ROOTS MANUVA – Evening Standard, 16 Sept 2011

While London hip hop stars such as Tinie Tempah, Wretch 32 and Chipmunk crack open the champagne to celebrate a gala year for rapping with a British accent, it falls to their 39-year-old forefather to put something of a dampener on things.
I previously had Roots Manuva pegged as perhaps a rap equivalent of Elbow – ploughing his unique furrow for years, adored by his sound’s purists and the music industry (which gave him a Mercury nomination for his second album, Run Come Save Me, in 2002) and only missing that breakthrough hit to reach full national treasure status. But the Stockwell native christened Rodney Smith proves to be a pricklier proposition than that. Interviews rarely go too well when your subject states at the off that he didn’t want to meet any press to promote his new album, and that you are “kind of a forfeit”.
He’s also got far more important things on his mind than me enquiring after his favourite colour, having come for a coffee just after registering the birth of his three-week-old newborn at Hackney Town Hall. He’s in Eeyorish mood, sitting side-on behind vast black-rimmed glasses with gold legs, thumping his fingers on the table in a spider shape to emphasise his points. When I try to get him talking about the UK hip hop scene when he started recording in the mid-Nineties, an obscure underground world compared to the chart acclaim that the younger generation now enjoys, he replies: “I don’t want to talk about back then, I want to talk about my new album. I find that really boring. You can find out about that. Why are you dragging me away from my three-week-old child to talk about that?”
Oops. So, about that new album: 4everevolution is his fifth, not counting dub remix versions of his second and third releases. It covers his trademarks – tough electronic bass, Jamaican dancehall clatter and delightfully parochial lyrics rapped in his deep, rumbling voice. The man famed for namechecking pints of bitter and cheese on toast in his best song, the 10-year-old single Witness (1 Hope), now covers fried chicken shops and NHS gastric bands. But the 17-track length also allows him to branch out with dramatic strings on Revelation, energetic dance music with a fluttery female chorus on Get the Get, and a gentle, absolutely gorgeous ballad, on which he sings, called Wha’ Mek.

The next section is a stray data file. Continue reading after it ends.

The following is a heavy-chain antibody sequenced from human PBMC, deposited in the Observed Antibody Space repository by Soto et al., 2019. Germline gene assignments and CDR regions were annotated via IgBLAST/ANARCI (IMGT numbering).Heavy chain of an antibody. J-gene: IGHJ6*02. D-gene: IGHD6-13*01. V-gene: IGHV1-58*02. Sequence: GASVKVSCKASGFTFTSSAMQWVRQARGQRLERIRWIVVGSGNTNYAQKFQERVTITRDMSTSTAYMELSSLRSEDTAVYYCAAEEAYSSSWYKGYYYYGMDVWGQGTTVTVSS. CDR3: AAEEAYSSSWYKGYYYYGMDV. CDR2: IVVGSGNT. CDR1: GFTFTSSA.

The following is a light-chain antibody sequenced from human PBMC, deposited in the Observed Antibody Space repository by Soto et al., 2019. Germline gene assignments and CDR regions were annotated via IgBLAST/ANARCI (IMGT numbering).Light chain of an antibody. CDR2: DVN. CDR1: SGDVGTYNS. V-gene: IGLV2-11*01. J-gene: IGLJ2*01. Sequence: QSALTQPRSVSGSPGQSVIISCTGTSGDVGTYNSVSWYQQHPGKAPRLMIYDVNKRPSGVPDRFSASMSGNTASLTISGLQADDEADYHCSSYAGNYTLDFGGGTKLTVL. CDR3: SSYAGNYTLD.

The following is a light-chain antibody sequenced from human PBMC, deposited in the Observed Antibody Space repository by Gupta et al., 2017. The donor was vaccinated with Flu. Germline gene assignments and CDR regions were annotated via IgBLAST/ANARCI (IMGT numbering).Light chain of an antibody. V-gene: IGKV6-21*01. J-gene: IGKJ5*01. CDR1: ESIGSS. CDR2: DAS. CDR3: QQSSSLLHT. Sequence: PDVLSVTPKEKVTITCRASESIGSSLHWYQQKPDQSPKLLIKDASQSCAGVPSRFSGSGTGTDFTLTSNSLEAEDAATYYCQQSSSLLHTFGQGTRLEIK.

Making it was “Hell”, says Smith, describing a laboured process that included stints in studios in Clapton, Shoreditch, Cambridge, the Red Bull Music Academy and “a flipping hot, noisy little shipping container in bloody Docklands”.
The variety within, which also stretches to poppy funk on Beyond this World and menacing industrial growls on Here We Go Again, is explained by the fact that Smith began writing many of these songs with the intention of his publishing company selling them to other artists to record. “But everyone I played them to said I should do them myself.”
His long association with the independent record label Big Dada, the experimental hip hop division of overpoweringly cool dance imprint Ninja Tune, has given him an edgy reputation that he has maintained with guest spots on songs by Gorillaz, Leftfield and The Maccabees. But he has no aversion to his poppier descendents, he insists, praising the “amazing production” of Chipmunk’s high-gloss hit Champion when it comes on the cafe’s radio, and announcing: “If Nicola Roberts [Girls Aloud’s latest solo breakaway] called me up today I’d be there in a flash.”
“Everybody’s trying to do the same thing: sell units and make a profit. Nobody wants not to sell records,” he tells me. “Money is very important. I don’t want to fly the flag of ‘Don’t Make Any Money’. Make as much money as you can.”
Yet he remains an outsider in the pop charts when he does creep in. When the London riots exploded last month and our star rappers were criticised in the press for doing too little to stop the looting, no one laid any blame at his dense, introspective lyrics. His labelmate Speech Debelle gave away a song written before the riots a few days afterwards, Blaze Up a Fire, on which Smith rapped a verse: “These streets are paved with thievery/False prophets, false hopes, false believery.” It received little attention beyond specialist websites.
Today he has much less to say on the subject, batting off questions with sarcasm – “It was a good media circus I thought. More work for journalists, rappers getting a little profile” – and a simple “I can’t even begin to go there because it is a really complex issue.” I bring up what sounds like a rare state-of-the-nation moment on his new song Skid Valley. He raps on the album: “It’s insane Britain, vanity claim Britain, nothing can change Britain, Britain’ll stay Britain,” but plays down its sentiments now. “It’s just a song! If you’re looking for that [a big political statement], I don’t wanna know. I’m too busy just expressing myself.”
Awkward, combative but never less than fascinating, Smith’s conversation matches the thorny menace of his best music. He’s still going his own singular way. And without a backward glance, he strolls away from the disagreeable task of promoting another excellent new album and back to family life.

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